Crocea in an AP24?

AS11423

In Memoriam
Is it doable? If so, what precautions, care measures etc should I take to provide for a healthy specimen?

PS> The Crocea in question is about 2 inches, and oh my gawd what a beauty!!


TIA.
 

cherubfish pair

New member
It is the smallest of the tridacna's so should be doable. I would like to know more of their feeding habits, I hear some ppl don't add filter-feeder feed and just rely on the fish poop and other things suspended in the water to feed them.
 

everl0ng

New member
i have one in my 37g column tank which is 20'' deep x 20'' wide x 24'' tall. it is on the sand at the very bottom and i only use a 150w sunpod hqi. it is doing very well and it must be happy where it is at because it doesn't shoot around the tank. i add marine snow every other day, but i feed shrimp, clams, mussels, lobster, crab, nori, and squid all blended up, and all of my livestock goes crazy for it.
 

agoutihead

New member
i dont think the minimum is 150w of halides, you can successfully keep croceas and maxmias with the 70w sunpod halide.

but hes got PC, so thats bad all together.
 

SugarFox03

Animal Behaviorist
In that size tank, I don't think a crocea would do well over an extended period of time with a 70w. It would have to be very close to the surface, at which point is useless to have the clam since they are best viewed looking straight down.
 

agoutihead

New member
im going to try both a maxima and a crocea in an 11 gallon nano with a 70w. i dont foresee any problems.

why dont you think it wouldnt last long?

70w of MH is plenty for a clam that is under 4"... especially if you are dosing with phytoplankton.

gotta cover both bases.
 

oldreefer76

New member
70w MH is to low even in a 11g I would never try a Maxima or Crocea with less than 150W and Clams Do Not need Phyto !!! 99% of there food comes from converting light into energy to live the other 1% is filter feeding available nutrients in the water column, I have kept many clams over the years and even in a 10g on the bottom with 175w MH it was reaching for light, why make such gorgeous animals suffer?
 

agoutihead

New member
when a clam is smaller, it needs both a good mixture of light and phytoplankton, it is not until they are much older do they rely mostly on light.

i personally feel people over kill on the lights more often than not. i would only use 150w on a 75 gallon reef. 150 w on a 11 gallon nano is way to much over kill. thats like putting 250w on a 55. its just not needed.

but to each his own, there is no need to argue. lets just agree to disagree i suppose.
 

Rosseau

New member
The Sun puts out a lot of light so to me it's a little harder to argue that people go overkill with lighting. I guess you can keep animals alive with less, so maybe this is the economical or at least more practical route.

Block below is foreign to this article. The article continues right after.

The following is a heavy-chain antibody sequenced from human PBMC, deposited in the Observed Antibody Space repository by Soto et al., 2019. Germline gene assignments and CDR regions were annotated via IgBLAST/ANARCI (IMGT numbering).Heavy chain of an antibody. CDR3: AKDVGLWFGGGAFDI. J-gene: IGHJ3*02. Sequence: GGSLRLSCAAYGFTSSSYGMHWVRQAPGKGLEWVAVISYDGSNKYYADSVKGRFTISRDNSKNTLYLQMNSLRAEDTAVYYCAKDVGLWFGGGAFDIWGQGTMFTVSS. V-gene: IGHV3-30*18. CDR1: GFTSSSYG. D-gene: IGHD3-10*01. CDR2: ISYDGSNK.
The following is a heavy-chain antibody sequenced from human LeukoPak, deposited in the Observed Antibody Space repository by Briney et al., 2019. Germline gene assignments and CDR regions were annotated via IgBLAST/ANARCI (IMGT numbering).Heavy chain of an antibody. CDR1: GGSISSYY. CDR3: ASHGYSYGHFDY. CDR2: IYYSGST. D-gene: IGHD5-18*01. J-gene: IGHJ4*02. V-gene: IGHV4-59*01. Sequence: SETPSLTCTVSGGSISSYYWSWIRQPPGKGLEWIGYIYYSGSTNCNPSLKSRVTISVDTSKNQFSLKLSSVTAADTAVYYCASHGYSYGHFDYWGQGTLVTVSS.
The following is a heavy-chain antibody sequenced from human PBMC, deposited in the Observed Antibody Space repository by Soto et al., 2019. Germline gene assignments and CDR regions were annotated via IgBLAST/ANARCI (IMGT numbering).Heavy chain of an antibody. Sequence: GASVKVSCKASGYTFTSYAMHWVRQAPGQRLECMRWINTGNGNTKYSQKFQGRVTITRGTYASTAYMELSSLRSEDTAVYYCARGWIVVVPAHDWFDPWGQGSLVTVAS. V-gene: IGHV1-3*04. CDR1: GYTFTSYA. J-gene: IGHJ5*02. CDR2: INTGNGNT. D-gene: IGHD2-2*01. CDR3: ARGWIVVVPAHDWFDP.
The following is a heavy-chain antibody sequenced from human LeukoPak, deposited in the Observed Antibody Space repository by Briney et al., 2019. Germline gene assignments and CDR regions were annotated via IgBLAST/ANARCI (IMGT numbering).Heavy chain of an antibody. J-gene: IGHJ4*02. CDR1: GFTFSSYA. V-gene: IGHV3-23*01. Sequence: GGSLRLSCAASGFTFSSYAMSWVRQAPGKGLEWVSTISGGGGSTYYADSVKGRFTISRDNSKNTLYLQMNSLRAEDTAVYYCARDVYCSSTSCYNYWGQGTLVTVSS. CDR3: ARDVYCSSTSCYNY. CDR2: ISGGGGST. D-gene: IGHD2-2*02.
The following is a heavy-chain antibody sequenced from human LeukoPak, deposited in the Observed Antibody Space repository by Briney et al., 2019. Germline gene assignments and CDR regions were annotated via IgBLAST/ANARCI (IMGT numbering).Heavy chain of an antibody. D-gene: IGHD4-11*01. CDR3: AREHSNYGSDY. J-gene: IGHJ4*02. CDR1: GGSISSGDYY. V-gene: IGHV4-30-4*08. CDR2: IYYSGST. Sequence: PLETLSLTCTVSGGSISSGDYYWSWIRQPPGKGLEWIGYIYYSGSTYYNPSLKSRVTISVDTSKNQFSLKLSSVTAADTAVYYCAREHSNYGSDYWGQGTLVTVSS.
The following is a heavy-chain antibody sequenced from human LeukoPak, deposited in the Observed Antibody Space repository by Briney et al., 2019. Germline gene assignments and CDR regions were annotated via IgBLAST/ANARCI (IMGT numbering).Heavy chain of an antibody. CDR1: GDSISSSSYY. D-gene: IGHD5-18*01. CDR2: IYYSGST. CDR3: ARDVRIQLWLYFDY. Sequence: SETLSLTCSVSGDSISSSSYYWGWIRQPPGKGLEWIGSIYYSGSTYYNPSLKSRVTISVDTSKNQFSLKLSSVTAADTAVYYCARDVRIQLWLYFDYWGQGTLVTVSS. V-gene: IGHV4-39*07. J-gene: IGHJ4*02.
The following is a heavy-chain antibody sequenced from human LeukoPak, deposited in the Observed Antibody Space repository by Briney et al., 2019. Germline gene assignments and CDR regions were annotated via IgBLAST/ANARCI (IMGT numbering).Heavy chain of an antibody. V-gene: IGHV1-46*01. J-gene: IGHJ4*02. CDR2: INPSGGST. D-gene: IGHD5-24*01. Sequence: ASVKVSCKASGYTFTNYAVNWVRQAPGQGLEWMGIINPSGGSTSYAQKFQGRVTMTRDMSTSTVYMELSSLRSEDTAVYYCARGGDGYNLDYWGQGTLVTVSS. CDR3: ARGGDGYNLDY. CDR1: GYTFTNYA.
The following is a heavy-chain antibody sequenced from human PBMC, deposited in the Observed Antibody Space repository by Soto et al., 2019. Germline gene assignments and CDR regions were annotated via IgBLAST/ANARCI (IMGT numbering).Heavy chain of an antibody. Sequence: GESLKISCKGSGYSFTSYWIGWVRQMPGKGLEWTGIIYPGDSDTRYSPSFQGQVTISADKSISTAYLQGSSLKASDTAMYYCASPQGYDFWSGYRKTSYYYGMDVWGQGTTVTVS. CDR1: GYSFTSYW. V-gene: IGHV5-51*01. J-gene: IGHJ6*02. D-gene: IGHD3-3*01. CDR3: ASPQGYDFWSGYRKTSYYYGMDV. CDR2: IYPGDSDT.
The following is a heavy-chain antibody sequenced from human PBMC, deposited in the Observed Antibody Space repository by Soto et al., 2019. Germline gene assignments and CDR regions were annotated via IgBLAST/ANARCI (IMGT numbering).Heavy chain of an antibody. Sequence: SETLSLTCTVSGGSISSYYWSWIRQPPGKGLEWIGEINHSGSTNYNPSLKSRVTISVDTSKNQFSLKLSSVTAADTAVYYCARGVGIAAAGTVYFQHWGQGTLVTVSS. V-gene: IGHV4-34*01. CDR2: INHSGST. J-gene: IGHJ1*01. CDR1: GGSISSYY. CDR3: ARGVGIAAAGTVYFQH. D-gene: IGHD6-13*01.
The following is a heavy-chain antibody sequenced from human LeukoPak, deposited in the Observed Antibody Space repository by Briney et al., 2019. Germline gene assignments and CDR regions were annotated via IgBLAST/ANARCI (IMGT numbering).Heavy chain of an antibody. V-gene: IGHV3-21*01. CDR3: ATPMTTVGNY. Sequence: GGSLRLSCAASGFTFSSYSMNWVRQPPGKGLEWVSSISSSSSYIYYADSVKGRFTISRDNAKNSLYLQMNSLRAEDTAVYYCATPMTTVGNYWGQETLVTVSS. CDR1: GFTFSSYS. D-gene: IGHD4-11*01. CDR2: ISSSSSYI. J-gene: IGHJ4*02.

The volume of water really has no effect on the amount of light the tank needs.

It's about the depth of water which the light has to penetrate. Concentrate more on this.
 

agoutihead

New member
so your telling me you cant burn corals with too much light? or have them too high up?

i read about this all the time when it comes to lighting. just face it, sometimes metal halides can be too intense on certain tanks. especially when you get up around the 250-400w on smaller tanks under 125.

and the depth of water does have alot to do with it, you are right. when i say a 70w mh its on a 13" tall cube. i think that is plenty shallow enough that a 70w will penetrate plenty in order to provide for maxima and croceas. dont forget, they also like to be on rock work instead of sand. maximas that is. sometimes even croceas.
 

Rosseau

New member
I don't personally know enough about their physiology to really comment on what is too much light for a clam or corals.

I feel like once acclimated you would be hard pressed to overkill a coral/clam with light.
 

agoutihead

New member
so youve never heard of a coral not opening because of too much light?

im not saying it happens in every case, but it does happen more often than we know about. would you put a 2 - 400w on a 75gallon then?
 

Rosseau

New member
I've heard of it for sure. I mean in the ocean, different corals will live in certain areas of the reef partially because of their light requirements - so yes... some like less light. Again, I don't really know enough about it.
 

agoutihead

New member
and thats alot of the problems with having a reef tank, things are taken from all over the world and all have different requirements, some require much more of one thing, while other require less of something else. its all about finding a middle ground, and yes there is middle ground on lighting as well.
 
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